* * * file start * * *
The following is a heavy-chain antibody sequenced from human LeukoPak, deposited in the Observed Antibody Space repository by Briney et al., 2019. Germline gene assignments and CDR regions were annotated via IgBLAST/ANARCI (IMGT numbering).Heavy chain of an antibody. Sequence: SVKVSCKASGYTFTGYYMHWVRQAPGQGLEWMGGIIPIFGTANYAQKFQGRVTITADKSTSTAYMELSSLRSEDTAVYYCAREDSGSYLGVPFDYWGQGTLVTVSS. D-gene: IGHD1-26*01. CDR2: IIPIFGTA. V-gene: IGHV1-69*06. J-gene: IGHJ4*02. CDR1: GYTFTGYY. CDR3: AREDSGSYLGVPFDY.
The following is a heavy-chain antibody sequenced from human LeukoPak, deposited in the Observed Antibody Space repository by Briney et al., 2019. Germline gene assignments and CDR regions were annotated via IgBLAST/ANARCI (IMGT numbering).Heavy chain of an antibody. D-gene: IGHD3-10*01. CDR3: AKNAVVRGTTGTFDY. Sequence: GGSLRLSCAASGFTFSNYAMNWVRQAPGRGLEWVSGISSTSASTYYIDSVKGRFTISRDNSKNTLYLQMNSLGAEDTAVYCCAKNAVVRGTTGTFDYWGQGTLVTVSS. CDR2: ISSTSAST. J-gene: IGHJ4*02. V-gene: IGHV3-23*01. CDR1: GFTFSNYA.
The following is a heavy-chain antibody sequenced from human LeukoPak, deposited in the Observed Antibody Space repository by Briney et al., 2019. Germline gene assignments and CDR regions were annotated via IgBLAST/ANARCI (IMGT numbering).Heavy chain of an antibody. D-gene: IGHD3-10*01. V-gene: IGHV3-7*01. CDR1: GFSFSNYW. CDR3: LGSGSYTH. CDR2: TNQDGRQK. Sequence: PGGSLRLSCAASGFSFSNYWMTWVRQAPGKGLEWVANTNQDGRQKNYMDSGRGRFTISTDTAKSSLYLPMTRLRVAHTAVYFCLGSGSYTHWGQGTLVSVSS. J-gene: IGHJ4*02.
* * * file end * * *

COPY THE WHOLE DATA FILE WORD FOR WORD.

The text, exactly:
The following is a heavy-chain antibody sequenced from human LeukoPak, deposited in the Observed Antibody Space repository by Briney et al., 2019. Germline gene assignments and CDR regions were annotated via IgBLAST/ANARCI (IMGT numbering).Heavy chain of an antibody. Sequence: SVKVSCKASGYTFTGYYMHWVRQAPGQGLEWMGGIIPIFGTANYAQKFQGRVTITADKSTSTAYMELSSLRSEDTAVYYCAREDSGSYLGVPFDYWGQGTLVTVSS. D-gene: IGHD1-26*01. CDR2: IIPIFGTA. V-gene: IGHV1-69*06. J-gene: IGHJ4*02. CDR1: GYTFTGYY. CDR3: AREDSGSYLGVPFDY.
The following is a heavy-chain antibody sequenced from human LeukoPak, deposited in the Observed Antibody Space repository by Briney et al., 2019. Germline gene assignments and CDR regions were annotated via IgBLAST/ANARCI (IMGT numbering).Heavy chain of an antibody. D-gene: IGHD3-10*01. CDR3: AKNAVVRGTTGTFDY. Sequence: GGSLRLSCAASGFTFSNYAMNWVRQAPGRGLEWVSGISSTSASTYYIDSVKGRFTISRDNSKNTLYLQMNSLGAEDTAVYCCAKNAVVRGTTGTFDYWGQGTLVTVSS. CDR2: ISSTSAST. J-gene: IGHJ4*02. V-gene: IGHV3-23*01. CDR1: GFTFSNYA.
The following is a heavy-chain antibody sequenced from human LeukoPak, deposited in the Observed Antibody Space repository by Briney et al., 2019. Germline gene assignments and CDR regions were annotated via IgBLAST/ANARCI (IMGT numbering).Heavy chain of an antibody. D-gene: IGHD3-10*01. V-gene: IGHV3-7*01. CDR1: GFSFSNYW. CDR3: LGSGSYTH. CDR2: TNQDGRQK. Sequence: PGGSLRLSCAASGFSFSNYWMTWVRQAPGKGLEWVANTNQDGRQKNYMDSGRGRFTISTDTAKSSLYLPMTRLRVAHTAVYFCLGSGSYTHWGQGTLVSVSS. J-gene: IGHJ4*02.